Eliot Wilson

It’s no surprise the SNP’s climate change law has failed

Former SNP leader Nicola Sturgeon takes part in a climate debate in 2019, when the law was signed (Getty images)

When Nicola Sturgeon unveiled the SNP’s climate change pledge in 2019, the First Minister boasted that Scotland had the ‘most stretching targets in the world’. The problem was that they were too stretching: five years on, the flagship goal of reducing greenhouse gas emissions by 75 per cent by 2030 has been binned.

The decision to axe the climate target means that another part of Sturgeon’s legacy lies in tatters. This debacle also reveals something simple: writing something into law doesn’t mean it will happen.

Despite talking a good game, the Scottish government has consistently missed its climate targets – it failed to achieve eight of the last 12 annual targets – and the Climate Change Committee warned that reducing emissions by three quarters in time for 2030 was now unachievable, the necessary measures being ‘beyond what is credible’.

The decision to axe the climate target means that another part of Sturgeon’s legacy lies in tatters

Chris Stark, chief executive of the Climate Change Committee, did not mince his words: ‘That is a failure of the Scottish government to bring to the Scottish people, and the Scottish parliament, a climate change plan that is fit for purpose. This is the first time, anywhere in the UK, that we’ve said there’s a target that can’t be met.’

It is tempting to ascribe this simply to the holier-than-thou performative politics characteristic of the SNP. That has certainly played a part. The humiliation of having to abandon a high-profile law it introduced amid great fanfare in the Autumn of 2019 is a punishment in which its opponents will find a grim satisfaction. But the SNP is not the only party guilty of the idiocy of writing speculative targets into law.

The Conservative/Liberal Democrat coalition was responsible for the International Development (Official Development Assistance Target) Act 2015, which stipulated that official development assistance (ODA) must constitute 0.7 per cent of gross domestic product, and created measures to verify independently how that money was spent.

It was a perfectly noble ambition: Britain’s record in assisting the world’s poorest is a strong one. It was one of the counterintuitive successes of David Cameron’s leadership that Andrew Mitchell, a former officer in the Royal Tank Regiment who had worked for Lazard, the world’s largest independent investment bank, took on the aid brief in 2005 and reframed much of the way we distribute aid as international development secretary from 2010 to 2012.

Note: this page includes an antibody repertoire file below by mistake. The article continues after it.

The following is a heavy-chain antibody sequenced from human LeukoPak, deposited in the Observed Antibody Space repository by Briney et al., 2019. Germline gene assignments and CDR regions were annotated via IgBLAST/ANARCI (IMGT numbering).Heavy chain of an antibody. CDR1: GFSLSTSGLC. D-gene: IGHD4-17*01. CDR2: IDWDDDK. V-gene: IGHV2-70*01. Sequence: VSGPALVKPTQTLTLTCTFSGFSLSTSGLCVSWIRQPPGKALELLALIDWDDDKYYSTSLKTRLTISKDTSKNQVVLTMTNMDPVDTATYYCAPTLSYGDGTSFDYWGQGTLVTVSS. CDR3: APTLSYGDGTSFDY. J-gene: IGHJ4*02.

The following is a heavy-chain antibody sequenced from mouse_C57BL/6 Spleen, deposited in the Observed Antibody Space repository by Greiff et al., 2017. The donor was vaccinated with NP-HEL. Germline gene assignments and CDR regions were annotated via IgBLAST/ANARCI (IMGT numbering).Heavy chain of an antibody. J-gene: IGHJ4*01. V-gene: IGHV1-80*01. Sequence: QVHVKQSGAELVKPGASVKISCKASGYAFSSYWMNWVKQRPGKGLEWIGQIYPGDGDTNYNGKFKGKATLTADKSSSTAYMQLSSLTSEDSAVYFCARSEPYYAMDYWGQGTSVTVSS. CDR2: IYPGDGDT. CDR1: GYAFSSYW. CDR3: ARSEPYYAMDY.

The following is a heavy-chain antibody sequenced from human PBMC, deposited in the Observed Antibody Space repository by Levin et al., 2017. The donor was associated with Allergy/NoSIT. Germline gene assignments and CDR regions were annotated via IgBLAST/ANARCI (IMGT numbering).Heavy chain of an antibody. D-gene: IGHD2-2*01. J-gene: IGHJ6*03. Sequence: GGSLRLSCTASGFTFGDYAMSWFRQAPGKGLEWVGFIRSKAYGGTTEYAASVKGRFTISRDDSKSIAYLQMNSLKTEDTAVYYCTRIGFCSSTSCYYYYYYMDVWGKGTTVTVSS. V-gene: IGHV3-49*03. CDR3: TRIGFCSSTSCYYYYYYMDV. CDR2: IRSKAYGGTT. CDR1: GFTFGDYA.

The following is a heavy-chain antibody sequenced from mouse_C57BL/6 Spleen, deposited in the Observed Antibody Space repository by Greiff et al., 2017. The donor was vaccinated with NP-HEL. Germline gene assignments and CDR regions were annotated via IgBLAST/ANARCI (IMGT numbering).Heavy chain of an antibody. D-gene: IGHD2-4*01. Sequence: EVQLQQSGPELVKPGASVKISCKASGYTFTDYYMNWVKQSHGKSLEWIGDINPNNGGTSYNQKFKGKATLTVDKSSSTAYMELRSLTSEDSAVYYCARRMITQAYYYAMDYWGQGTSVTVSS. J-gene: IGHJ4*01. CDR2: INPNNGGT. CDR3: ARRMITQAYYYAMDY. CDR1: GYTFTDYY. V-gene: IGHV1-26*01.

Passing a declaratory law, however, was a vain attempt to bind future governments to what was then felt an unshakeable commitment. It did not work. When economic conditions became tougher during the pandemic, the government cut its ODA spending from 0.7 per cent to 0.5 per cent in February 2021, while pledging to return to the higher level when circumstances allowed. It is now rising again towards 0.6 per cent. But when economic reality bit, generous words printed on vellum and stored in the Parliamentary Archives put up little resistance.

This kind of wishful sloganeering has two dangers. The first is that it seeks to impose what may be transient political pressures on to future governments, which is not only impossible – it is a fundamental constitutional tenet that Parliament cannot bind its successor – but improper. It runs counter to all of our norms and conventions.

More dangerous still, politicians, who are easily satisfied with outward show over effective action, can often believe that saying something and doing something are the same thing. This was encapsulated in the embarrassing fifth-form episode of May 2019, when the House of Commons passed a resolution declaring ‘an environment and climate change emergency’. It was tabled by Jeremy Corbyn as leader of the opposition, and agreed to without division.

What effect did it have? None. Indeed, immediately after the decision, Sue Hayman, then shadow environment secretary, raised a point of order to ask how progress on this commitment could be monitored. Speaker Bercow’s response was crisply withering: ‘The process of government, and the process of scrutiny of Government by Parliament, otherwise known as continuing debate.’

A colleague of mine in the House of Commons administration used to describe debate before a formal question had been put as ‘parliamentary clearing of the throat’. Enshrining a target in law may be even worse than that. Its virtue signalling is mildly annoying, but it runs the risk of becoming a distraction or satisfying politicians that they have achieved something, when all they have done is say what they would like to achieve. This kind of ineffectual display actively damages already-minimal public trust in politics and institutions. Don’t say what you want to do: to steal from a well-known shoewear brand, just do it.